How to Delay Hitting the U.S. Debt Ceiling

With an agreement far from definite, the U.S. Treasury Department, which is responsible for paying the government's bills, is beginning to take some extraordinary measures that will buy the government a bit more time-until late February or early March-before the debt ceiling is actually breached.

Measures the government could take to delay hitting the debt ceiling include the following:

  • Suspend sales of state and local government securities (slugs)
  • Suspend and/or redeem investment in the Civil Service Retirement and Disability Fund
  • Suspend re-investments in the Government Securities Investment Fund, a federal employee pension fund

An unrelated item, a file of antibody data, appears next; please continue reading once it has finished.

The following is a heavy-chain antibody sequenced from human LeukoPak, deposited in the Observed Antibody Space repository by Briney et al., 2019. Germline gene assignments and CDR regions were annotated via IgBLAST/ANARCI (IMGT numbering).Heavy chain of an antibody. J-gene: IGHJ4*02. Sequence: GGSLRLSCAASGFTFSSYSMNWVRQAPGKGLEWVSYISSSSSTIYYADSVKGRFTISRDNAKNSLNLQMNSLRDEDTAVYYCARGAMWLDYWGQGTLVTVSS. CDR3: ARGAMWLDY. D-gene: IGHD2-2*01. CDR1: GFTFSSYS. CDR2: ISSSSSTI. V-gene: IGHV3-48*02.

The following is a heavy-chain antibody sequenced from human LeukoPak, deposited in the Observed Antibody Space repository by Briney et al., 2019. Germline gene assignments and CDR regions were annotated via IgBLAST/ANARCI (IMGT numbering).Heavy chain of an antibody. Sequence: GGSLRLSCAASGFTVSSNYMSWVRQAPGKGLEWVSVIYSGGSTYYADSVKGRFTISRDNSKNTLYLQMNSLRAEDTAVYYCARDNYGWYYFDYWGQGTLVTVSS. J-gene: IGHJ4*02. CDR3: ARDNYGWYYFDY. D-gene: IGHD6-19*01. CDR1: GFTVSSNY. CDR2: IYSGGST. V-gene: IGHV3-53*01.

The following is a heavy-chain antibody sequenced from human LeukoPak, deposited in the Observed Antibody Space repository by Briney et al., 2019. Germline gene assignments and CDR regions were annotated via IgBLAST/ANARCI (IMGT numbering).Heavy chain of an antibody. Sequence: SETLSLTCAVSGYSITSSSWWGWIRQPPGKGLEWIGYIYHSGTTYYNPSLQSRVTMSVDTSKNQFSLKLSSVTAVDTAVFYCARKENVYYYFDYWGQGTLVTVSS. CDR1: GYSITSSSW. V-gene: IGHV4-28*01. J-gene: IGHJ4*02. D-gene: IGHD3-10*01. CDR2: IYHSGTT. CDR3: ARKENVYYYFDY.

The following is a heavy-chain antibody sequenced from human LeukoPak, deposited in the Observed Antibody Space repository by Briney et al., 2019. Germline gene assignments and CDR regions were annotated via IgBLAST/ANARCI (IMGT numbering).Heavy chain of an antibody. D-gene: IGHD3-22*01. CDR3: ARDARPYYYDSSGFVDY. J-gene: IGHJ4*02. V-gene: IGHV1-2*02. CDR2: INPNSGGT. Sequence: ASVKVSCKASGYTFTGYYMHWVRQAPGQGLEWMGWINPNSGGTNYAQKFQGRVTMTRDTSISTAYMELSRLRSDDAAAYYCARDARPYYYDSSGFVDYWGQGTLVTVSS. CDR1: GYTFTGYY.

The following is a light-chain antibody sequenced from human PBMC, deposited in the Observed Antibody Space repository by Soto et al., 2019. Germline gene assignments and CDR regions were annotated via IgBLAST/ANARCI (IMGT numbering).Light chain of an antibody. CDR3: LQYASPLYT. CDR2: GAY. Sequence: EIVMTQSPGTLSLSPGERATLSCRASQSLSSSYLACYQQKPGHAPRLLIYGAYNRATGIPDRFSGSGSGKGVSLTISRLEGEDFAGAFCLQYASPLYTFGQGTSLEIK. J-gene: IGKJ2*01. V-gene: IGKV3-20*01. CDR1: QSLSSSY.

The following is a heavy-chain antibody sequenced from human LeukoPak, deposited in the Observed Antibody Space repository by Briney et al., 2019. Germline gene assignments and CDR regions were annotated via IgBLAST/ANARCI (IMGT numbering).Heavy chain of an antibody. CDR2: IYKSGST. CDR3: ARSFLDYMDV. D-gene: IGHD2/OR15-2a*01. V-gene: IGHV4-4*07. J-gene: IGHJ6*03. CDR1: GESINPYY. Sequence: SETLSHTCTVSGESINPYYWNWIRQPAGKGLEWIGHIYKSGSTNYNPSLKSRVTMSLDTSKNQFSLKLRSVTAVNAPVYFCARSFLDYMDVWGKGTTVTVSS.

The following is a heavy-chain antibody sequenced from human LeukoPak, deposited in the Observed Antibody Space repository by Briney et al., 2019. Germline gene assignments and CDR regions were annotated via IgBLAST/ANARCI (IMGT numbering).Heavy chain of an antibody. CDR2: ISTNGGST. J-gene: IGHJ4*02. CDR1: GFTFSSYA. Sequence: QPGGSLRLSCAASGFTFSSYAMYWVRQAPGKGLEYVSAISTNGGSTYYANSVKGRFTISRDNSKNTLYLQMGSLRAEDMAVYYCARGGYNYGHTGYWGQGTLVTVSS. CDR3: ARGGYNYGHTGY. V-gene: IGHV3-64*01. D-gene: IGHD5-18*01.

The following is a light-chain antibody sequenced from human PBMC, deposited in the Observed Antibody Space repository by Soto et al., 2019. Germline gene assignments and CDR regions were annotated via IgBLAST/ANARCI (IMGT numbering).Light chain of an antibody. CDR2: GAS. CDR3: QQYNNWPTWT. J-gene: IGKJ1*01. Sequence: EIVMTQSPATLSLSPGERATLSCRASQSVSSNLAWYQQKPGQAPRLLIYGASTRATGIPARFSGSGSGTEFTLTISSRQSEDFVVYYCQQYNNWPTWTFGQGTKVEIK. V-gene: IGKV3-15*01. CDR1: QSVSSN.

• Dip into the U.S. dollar balance of the Exchange Stabilization Fund
  • Issue more cash-management bills. These usually mature in days rather than the minimum four weeks for Treasury Bills
  • Suspend the sales of U.S. savings bonds
  • Swap Federal Financing Bank debt. The Federal Financing Bank is not subject to the debt ceiling and can issue up to $15 billion in debt.

But, at the end of the day, the debt ceiling must be raised to enable Treasury to pay the debt incurred by Congress.

Back in 2011, Congress refused to raise the debt ceiling without massive spending cuts while the Obama administration refused to make spending cuts as large as the Republican House leadership wanted. The willingness of Congress and the administration to let their disagreement over spending push the United States to the brink of default resulted in the loss of America's AAA credit rating.

It also created the fiscal cliff that we now face.

There are a number of interesting alternatives to hitting the debt ceiling being discussed if politics pushes the United States to the brink of default again.